This is not a wide-ranging cultural or economic history of the pre-war period like What Hath God Wrought by Daniel Walker Howe or Waking Giant by David S Reynolds. Brands is doing history by way of biography, and he keeps the focus pretty steadily on his three main participants. As in his other books, Brands is generous in his quotations from letters and speeches, to the extent (in this case) that I almost felt I was sitting in the gallery in Congress watching the debate. Without access to any of the notes or bibliographical references that may have accompanied the text, I have to assume many of these speeches represent cleaned-up and maybe enhanced versions prepared by the speaker for posterity. But even so, they create a sense of immediacy that is sometimes lacking in accounts of the period.

Eric Martin’s narration is crisp, clear, and well-paced. When Brands’ narrative reaches an emotional peak, Martin allows his voice to express the emotion, rather than trying to keep the tone on a reserved, “objective” level. Not everyone will appreciate that approach to history, but I did.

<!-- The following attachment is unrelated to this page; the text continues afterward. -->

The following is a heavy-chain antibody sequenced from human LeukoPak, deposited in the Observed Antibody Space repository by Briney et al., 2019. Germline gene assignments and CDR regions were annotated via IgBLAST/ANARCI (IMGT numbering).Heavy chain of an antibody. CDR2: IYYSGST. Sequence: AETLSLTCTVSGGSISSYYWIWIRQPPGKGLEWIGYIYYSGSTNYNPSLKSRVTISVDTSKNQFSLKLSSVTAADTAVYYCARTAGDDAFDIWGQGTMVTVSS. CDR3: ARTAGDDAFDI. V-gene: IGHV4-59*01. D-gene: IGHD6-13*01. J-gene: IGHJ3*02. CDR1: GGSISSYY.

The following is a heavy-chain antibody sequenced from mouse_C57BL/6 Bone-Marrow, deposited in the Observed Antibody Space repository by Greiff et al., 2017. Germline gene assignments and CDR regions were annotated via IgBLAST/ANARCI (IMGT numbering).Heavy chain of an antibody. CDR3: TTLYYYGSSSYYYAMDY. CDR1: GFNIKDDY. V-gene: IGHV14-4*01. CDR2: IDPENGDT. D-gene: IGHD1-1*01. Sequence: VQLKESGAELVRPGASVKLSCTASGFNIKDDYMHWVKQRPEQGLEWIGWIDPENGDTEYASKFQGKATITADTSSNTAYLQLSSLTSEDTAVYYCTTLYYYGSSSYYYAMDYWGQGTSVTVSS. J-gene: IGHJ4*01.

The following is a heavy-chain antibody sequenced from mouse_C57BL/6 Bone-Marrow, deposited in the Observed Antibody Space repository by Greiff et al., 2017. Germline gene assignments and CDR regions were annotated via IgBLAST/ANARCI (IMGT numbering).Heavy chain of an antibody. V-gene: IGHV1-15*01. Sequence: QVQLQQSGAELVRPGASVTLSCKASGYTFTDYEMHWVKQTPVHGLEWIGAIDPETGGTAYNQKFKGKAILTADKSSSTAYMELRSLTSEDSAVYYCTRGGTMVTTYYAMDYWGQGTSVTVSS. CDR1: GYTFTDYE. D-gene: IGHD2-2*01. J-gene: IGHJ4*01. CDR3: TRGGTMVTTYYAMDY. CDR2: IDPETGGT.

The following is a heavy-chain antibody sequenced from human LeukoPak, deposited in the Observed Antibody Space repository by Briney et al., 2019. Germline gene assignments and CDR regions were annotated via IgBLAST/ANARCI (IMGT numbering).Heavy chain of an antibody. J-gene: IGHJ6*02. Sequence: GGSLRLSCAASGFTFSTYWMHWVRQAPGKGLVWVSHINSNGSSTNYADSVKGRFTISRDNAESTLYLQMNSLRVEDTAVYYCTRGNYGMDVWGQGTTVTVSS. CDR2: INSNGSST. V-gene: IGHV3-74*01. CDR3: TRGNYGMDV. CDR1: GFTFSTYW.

I'm looking forward to reading Brands’ next book in the “series”, The Zealot and the Emancipator, which takes up the parallel stories of John Brown and Abraham Lincoln.

4 people found this helpful

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Heirs of the founders

Not only John Calhoun, Henry Clay and Daniel Webster the main characters in this,historical story, but a kidnapped free black man also of that time who's story also provided background on these days a decade before the civil war. very interesting how the statesmen compromised to bring forward means to deal with the slavery problem, yet still maintained their own philosophy and position on slavery!

4 people found this helpful

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Refresher Course